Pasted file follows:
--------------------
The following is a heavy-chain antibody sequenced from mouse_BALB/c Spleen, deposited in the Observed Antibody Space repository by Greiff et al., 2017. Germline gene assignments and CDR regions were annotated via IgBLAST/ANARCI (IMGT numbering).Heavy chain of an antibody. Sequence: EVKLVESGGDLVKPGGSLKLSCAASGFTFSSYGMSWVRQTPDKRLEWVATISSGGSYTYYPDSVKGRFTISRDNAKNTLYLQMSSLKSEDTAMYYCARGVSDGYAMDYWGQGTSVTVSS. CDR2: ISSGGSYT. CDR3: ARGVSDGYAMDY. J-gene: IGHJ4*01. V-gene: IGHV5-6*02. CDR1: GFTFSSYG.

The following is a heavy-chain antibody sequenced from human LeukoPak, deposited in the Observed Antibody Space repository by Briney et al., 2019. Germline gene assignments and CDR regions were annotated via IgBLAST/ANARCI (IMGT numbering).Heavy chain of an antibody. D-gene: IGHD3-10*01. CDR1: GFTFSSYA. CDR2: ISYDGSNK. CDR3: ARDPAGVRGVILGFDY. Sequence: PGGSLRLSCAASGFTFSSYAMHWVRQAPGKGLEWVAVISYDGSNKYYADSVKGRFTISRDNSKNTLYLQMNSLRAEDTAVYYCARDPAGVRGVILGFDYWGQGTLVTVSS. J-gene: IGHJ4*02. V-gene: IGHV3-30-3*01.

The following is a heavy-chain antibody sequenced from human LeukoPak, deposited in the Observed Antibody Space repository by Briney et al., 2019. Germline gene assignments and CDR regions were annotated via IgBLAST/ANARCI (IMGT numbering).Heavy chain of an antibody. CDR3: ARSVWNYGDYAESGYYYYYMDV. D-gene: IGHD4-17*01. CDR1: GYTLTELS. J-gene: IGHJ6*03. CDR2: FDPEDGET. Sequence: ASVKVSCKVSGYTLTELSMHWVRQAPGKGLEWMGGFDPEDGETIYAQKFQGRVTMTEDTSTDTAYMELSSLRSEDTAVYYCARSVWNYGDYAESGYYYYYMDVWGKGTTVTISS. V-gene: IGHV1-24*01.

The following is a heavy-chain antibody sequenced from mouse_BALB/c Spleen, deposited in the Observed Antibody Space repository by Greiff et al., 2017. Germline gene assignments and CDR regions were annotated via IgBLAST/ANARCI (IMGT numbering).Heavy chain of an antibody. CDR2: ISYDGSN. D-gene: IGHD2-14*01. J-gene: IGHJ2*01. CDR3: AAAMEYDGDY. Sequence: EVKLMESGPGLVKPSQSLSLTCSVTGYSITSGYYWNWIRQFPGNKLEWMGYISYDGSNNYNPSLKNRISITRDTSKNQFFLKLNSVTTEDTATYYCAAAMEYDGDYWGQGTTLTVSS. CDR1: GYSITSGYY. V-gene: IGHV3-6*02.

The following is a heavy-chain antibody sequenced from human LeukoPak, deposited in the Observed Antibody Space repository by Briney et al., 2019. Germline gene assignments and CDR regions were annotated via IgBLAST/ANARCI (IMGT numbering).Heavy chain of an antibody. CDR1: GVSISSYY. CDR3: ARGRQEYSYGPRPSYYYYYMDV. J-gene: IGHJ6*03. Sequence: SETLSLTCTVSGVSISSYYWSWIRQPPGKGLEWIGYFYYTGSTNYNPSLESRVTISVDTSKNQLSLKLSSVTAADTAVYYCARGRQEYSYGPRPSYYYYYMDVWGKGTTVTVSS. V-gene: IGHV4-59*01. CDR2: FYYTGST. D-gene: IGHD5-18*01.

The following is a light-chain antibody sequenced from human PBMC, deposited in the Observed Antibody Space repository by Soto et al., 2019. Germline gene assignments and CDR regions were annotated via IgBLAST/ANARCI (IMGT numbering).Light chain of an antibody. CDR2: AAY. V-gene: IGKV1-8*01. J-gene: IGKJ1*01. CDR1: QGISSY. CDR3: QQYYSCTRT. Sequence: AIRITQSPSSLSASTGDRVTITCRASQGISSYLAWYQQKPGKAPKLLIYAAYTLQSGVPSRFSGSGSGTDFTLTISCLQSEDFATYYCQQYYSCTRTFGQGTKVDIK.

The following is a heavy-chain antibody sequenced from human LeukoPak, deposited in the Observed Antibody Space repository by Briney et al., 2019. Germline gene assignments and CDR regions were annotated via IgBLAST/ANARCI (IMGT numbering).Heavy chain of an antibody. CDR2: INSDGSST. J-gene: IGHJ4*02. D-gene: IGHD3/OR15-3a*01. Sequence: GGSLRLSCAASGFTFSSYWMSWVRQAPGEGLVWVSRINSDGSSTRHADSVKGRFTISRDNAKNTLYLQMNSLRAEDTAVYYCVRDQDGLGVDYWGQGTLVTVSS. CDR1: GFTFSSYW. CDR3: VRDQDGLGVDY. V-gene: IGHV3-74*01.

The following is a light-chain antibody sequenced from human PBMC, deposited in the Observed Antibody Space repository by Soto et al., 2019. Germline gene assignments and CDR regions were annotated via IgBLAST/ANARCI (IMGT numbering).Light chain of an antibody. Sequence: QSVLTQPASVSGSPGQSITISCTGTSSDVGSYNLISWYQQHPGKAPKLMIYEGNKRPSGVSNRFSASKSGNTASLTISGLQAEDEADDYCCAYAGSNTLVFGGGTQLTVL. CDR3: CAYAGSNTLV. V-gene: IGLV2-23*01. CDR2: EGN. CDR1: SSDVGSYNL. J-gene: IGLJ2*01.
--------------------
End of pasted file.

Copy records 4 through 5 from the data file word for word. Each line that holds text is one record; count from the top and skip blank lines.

The following is a heavy-chain antibody sequenced from mouse_BALB/c Spleen, deposited in the Observed Antibody Space repository by Greiff et al., 2017. Germline gene assignments and CDR regions were annotated via IgBLAST/ANARCI (IMGT numbering).Heavy chain of an antibody. CDR2: ISYDGSN. D-gene: IGHD2-14*01. J-gene: IGHJ2*01. CDR3: AAAMEYDGDY. Sequence: EVKLMESGPGLVKPSQSLSLTCSVTGYSITSGYYWNWIRQFPGNKLEWMGYISYDGSNNYNPSLKNRISITRDTSKNQFFLKLNSVTTEDTATYYCAAAMEYDGDYWGQGTTLTVSS. CDR1: GYSITSGYY. V-gene: IGHV3-6*02.

The following is a heavy-chain antibody sequenced from human LeukoPak, deposited in the Observed Antibody Space repository by Briney et al., 2019. Germline gene assignments and CDR regions were annotated via IgBLAST/ANARCI (IMGT numbering).Heavy chain of an antibody. CDR1: GVSISSYY. CDR3: ARGRQEYSYGPRPSYYYYYMDV. J-gene: IGHJ6*03. Sequence: SETLSLTCTVSGVSISSYYWSWIRQPPGKGLEWIGYFYYTGSTNYNPSLESRVTISVDTSKNQLSLKLSSVTAADTAVYYCARGRQEYSYGPRPSYYYYYMDVWGKGTTVTVSS. V-gene: IGHV4-59*01. CDR2: FYYTGST. D-gene: IGHD5-18*01.